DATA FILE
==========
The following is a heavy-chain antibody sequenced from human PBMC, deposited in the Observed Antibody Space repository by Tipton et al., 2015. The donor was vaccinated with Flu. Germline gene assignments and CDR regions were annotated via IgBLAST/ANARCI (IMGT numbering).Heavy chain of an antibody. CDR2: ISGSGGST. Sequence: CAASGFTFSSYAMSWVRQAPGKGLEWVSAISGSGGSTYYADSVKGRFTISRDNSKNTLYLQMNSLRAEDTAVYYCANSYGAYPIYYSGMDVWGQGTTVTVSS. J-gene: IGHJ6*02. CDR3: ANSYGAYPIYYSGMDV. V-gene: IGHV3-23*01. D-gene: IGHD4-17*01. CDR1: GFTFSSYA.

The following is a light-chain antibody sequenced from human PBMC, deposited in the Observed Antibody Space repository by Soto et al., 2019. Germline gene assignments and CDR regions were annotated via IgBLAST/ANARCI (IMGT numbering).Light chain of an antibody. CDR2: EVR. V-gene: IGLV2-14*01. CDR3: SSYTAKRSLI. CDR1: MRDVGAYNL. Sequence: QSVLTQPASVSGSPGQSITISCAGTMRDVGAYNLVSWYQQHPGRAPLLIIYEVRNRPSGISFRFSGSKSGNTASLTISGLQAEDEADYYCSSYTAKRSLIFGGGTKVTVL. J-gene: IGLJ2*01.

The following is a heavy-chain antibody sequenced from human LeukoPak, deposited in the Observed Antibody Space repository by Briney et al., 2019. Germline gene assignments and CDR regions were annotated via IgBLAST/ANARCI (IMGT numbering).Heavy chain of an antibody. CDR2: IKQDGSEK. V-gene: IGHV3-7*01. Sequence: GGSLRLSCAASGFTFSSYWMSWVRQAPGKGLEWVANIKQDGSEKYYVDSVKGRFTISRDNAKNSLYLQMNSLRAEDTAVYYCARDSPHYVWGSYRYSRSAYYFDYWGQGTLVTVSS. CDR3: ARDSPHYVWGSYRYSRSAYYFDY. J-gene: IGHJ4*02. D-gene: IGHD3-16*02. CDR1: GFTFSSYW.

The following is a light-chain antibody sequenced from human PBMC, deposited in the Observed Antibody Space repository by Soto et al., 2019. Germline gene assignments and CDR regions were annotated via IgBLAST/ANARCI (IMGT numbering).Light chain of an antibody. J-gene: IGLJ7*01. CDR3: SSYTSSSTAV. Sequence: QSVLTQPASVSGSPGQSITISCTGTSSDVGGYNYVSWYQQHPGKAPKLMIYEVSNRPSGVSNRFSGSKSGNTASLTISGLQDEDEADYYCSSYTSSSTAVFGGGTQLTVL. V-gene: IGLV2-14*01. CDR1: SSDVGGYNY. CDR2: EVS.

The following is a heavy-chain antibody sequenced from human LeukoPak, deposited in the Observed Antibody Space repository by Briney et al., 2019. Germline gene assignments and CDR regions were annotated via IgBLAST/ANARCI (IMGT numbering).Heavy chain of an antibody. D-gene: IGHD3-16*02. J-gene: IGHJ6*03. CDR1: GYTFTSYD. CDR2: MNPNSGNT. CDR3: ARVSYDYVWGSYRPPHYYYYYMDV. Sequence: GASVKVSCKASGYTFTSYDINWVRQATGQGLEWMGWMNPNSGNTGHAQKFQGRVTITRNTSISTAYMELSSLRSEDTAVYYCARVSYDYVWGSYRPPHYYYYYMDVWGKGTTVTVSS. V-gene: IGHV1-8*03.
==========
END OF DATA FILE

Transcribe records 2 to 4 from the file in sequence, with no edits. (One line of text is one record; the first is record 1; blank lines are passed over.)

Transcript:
The following is a light-chain antibody sequenced from human PBMC, deposited in the Observed Antibody Space repository by Soto et al., 2019. Germline gene assignments and CDR regions were annotated via IgBLAST/ANARCI (IMGT numbering).Light chain of an antibody. CDR2: EVR. V-gene: IGLV2-14*01. CDR3: SSYTAKRSLI. CDR1: MRDVGAYNL. Sequence: QSVLTQPASVSGSPGQSITISCAGTMRDVGAYNLVSWYQQHPGRAPLLIIYEVRNRPSGISFRFSGSKSGNTASLTISGLQAEDEADYYCSSYTAKRSLIFGGGTKVTVL. J-gene: IGLJ2*01.

The following is a heavy-chain antibody sequenced from human LeukoPak, deposited in the Observed Antibody Space repository by Briney et al., 2019. Germline gene assignments and CDR regions were annotated via IgBLAST/ANARCI (IMGT numbering).Heavy chain of an antibody. CDR2: IKQDGSEK. V-gene: IGHV3-7*01. Sequence: GGSLRLSCAASGFTFSSYWMSWVRQAPGKGLEWVANIKQDGSEKYYVDSVKGRFTISRDNAKNSLYLQMNSLRAEDTAVYYCARDSPHYVWGSYRYSRSAYYFDYWGQGTLVTVSS. CDR3: ARDSPHYVWGSYRYSRSAYYFDY. J-gene: IGHJ4*02. D-gene: IGHD3-16*02. CDR1: GFTFSSYW.

The following is a light-chain antibody sequenced from human PBMC, deposited in the Observed Antibody Space repository by Soto et al., 2019. Germline gene assignments and CDR regions were annotated via IgBLAST/ANARCI (IMGT numbering).Light chain of an antibody. J-gene: IGLJ7*01. CDR3: SSYTSSSTAV. Sequence: QSVLTQPASVSGSPGQSITISCTGTSSDVGGYNYVSWYQQHPGKAPKLMIYEVSNRPSGVSNRFSGSKSGNTASLTISGLQDEDEADYYCSSYTSSSTAVFGGGTQLTVL. V-gene: IGLV2-14*01. CDR1: SSDVGGYNY. CDR2: EVS.